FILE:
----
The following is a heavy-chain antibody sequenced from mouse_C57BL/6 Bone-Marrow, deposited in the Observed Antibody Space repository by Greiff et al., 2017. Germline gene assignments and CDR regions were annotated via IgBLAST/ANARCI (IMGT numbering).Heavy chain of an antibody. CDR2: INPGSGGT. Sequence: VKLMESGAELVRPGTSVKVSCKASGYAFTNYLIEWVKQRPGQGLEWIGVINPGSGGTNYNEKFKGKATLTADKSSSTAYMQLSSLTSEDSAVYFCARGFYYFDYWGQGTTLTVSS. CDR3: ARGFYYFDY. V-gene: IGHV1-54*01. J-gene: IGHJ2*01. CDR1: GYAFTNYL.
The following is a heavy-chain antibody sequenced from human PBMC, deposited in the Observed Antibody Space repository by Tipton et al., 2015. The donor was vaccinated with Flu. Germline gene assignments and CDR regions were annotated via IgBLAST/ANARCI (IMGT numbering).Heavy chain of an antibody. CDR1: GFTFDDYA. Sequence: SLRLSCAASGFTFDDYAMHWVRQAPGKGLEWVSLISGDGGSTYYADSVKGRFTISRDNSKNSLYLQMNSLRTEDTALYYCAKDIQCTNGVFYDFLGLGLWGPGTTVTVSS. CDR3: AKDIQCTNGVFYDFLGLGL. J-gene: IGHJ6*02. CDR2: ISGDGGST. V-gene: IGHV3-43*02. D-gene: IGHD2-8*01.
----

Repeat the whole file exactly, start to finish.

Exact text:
The following is a heavy-chain antibody sequenced from mouse_C57BL/6 Bone-Marrow, deposited in the Observed Antibody Space repository by Greiff et al., 2017. Germline gene assignments and CDR regions were annotated via IgBLAST/ANARCI (IMGT numbering).Heavy chain of an antibody. CDR2: INPGSGGT. Sequence: VKLMESGAELVRPGTSVKVSCKASGYAFTNYLIEWVKQRPGQGLEWIGVINPGSGGTNYNEKFKGKATLTADKSSSTAYMQLSSLTSEDSAVYFCARGFYYFDYWGQGTTLTVSS. CDR3: ARGFYYFDY. V-gene: IGHV1-54*01. J-gene: IGHJ2*01. CDR1: GYAFTNYL.
The following is a heavy-chain antibody sequenced from human PBMC, deposited in the Observed Antibody Space repository by Tipton et al., 2015. The donor was vaccinated with Flu. Germline gene assignments and CDR regions were annotated via IgBLAST/ANARCI (IMGT numbering).Heavy chain of an antibody. CDR1: GFTFDDYA. Sequence: SLRLSCAASGFTFDDYAMHWVRQAPGKGLEWVSLISGDGGSTYYADSVKGRFTISRDNSKNSLYLQMNSLRTEDTALYYCAKDIQCTNGVFYDFLGLGLWGPGTTVTVSS. CDR3: AKDIQCTNGVFYDFLGLGL. J-gene: IGHJ6*02. CDR2: ISGDGGST. V-gene: IGHV3-43*02. D-gene: IGHD2-8*01.